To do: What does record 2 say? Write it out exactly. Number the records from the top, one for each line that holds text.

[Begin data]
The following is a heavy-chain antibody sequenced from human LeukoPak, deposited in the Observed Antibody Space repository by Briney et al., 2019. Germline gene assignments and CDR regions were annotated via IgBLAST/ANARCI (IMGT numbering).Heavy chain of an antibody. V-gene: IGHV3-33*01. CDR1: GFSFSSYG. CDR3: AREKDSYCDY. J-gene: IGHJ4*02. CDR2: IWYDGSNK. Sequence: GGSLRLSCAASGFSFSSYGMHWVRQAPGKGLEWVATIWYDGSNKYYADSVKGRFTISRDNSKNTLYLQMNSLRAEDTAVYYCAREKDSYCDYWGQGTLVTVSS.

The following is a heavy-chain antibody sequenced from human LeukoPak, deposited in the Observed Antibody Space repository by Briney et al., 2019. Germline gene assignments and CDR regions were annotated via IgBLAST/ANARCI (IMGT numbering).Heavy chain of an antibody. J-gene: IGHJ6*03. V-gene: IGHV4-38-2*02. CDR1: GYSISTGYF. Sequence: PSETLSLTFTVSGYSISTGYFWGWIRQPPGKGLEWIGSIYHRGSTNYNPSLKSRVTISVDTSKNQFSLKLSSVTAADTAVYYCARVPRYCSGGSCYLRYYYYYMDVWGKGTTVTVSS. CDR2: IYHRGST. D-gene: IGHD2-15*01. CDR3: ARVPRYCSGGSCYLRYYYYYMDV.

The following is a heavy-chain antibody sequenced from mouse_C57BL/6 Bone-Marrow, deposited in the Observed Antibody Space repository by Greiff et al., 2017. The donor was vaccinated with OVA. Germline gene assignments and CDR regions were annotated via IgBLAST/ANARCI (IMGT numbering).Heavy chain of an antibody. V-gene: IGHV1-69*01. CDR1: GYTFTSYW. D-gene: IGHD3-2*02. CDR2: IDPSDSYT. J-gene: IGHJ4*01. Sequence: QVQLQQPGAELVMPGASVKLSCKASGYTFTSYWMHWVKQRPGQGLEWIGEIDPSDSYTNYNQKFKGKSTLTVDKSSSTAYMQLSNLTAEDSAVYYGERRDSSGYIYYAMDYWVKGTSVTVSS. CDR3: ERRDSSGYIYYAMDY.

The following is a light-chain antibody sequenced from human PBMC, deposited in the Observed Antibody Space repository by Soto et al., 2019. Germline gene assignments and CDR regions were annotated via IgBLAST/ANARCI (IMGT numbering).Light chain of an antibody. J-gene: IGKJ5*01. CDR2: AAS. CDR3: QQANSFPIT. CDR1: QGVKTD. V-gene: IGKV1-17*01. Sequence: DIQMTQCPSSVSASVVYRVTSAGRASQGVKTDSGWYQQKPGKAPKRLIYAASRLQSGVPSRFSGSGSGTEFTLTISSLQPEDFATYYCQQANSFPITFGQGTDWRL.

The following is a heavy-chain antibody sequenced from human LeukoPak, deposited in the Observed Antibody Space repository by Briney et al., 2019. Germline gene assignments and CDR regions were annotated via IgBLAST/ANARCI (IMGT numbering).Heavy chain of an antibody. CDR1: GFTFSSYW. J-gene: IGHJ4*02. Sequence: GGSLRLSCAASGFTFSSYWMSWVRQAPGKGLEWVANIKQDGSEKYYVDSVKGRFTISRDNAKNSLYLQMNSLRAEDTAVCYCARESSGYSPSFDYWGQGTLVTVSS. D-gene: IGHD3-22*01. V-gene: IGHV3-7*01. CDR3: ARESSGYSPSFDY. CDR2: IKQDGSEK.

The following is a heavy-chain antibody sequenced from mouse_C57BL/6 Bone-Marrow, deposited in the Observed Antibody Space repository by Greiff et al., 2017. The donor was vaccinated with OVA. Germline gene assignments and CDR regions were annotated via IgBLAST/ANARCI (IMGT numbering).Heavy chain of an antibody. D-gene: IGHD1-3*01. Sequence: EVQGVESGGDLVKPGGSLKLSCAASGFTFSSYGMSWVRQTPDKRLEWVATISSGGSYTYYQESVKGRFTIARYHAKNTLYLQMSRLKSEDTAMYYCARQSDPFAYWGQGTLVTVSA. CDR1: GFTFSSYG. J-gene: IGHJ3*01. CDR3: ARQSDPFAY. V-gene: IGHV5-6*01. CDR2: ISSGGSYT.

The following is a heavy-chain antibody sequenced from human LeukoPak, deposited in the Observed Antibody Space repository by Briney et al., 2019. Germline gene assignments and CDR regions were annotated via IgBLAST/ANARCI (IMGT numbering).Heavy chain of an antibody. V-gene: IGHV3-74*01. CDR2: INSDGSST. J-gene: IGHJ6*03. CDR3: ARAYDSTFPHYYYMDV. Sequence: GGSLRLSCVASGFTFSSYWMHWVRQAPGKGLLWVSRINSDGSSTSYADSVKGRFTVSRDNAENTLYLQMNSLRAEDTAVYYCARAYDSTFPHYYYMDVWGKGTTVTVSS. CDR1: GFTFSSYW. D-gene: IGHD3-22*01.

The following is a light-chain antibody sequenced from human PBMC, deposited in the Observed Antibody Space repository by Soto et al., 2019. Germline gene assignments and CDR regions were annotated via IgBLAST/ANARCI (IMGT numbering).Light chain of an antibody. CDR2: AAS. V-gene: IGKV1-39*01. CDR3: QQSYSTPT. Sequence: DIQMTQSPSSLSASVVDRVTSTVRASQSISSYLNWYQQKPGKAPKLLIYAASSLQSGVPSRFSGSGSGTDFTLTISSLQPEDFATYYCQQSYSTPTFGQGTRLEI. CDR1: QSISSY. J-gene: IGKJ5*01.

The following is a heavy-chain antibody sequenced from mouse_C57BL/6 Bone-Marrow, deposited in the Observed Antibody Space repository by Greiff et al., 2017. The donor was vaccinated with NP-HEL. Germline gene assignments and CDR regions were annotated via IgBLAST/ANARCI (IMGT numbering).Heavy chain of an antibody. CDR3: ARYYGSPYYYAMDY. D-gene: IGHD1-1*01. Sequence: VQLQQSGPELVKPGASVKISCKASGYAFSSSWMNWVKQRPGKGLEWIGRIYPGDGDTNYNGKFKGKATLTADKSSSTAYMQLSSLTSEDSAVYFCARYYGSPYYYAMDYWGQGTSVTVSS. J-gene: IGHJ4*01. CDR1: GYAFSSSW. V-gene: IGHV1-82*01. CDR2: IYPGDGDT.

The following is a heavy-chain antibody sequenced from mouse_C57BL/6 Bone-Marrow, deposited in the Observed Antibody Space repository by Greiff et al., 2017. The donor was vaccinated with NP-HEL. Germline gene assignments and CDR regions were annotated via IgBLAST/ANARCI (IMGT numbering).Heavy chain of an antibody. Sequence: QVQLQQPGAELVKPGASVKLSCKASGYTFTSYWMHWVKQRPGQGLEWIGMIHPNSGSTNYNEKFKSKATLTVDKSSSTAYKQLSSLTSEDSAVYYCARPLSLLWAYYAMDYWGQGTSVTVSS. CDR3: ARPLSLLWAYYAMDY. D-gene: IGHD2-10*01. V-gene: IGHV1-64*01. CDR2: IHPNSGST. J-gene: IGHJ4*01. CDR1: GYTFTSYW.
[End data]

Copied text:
The following is a heavy-chain antibody sequenced from human LeukoPak, deposited in the Observed Antibody Space repository by Briney et al., 2019. Germline gene assignments and CDR regions were annotated via IgBLAST/ANARCI (IMGT numbering).Heavy chain of an antibody. J-gene: IGHJ6*03. V-gene: IGHV4-38-2*02. CDR1: GYSISTGYF. Sequence: PSETLSLTFTVSGYSISTGYFWGWIRQPPGKGLEWIGSIYHRGSTNYNPSLKSRVTISVDTSKNQFSLKLSSVTAADTAVYYCARVPRYCSGGSCYLRYYYYYMDVWGKGTTVTVSS. CDR2: IYHRGST. D-gene: IGHD2-15*01. CDR3: ARVPRYCSGGSCYLRYYYYYMDV.